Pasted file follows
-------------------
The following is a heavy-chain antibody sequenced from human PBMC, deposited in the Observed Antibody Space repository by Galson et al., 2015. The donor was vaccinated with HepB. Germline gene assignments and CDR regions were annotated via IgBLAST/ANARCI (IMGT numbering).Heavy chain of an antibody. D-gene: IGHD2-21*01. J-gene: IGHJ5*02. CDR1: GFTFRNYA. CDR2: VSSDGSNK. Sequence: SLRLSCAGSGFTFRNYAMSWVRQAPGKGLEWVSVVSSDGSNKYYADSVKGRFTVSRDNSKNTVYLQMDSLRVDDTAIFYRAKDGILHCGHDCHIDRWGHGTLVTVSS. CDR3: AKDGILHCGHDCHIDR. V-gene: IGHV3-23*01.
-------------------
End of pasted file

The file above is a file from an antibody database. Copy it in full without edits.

The following is a heavy-chain antibody sequenced from human PBMC, deposited in the Observed Antibody Space repository by Galson et al., 2015. The donor was vaccinated with HepB. Germline gene assignments and CDR regions were annotated via IgBLAST/ANARCI (IMGT numbering).Heavy chain of an antibody. D-gene: IGHD2-21*01. J-gene: IGHJ5*02. CDR1: GFTFRNYA. CDR2: VSSDGSNK. Sequence: SLRLSCAGSGFTFRNYAMSWVRQAPGKGLEWVSVVSSDGSNKYYADSVKGRFTVSRDNSKNTVYLQMDSLRVDDTAIFYRAKDGILHCGHDCHIDRWGHGTLVTVSS. CDR3: AKDGILHCGHDCHIDR. V-gene: IGHV3-23*01.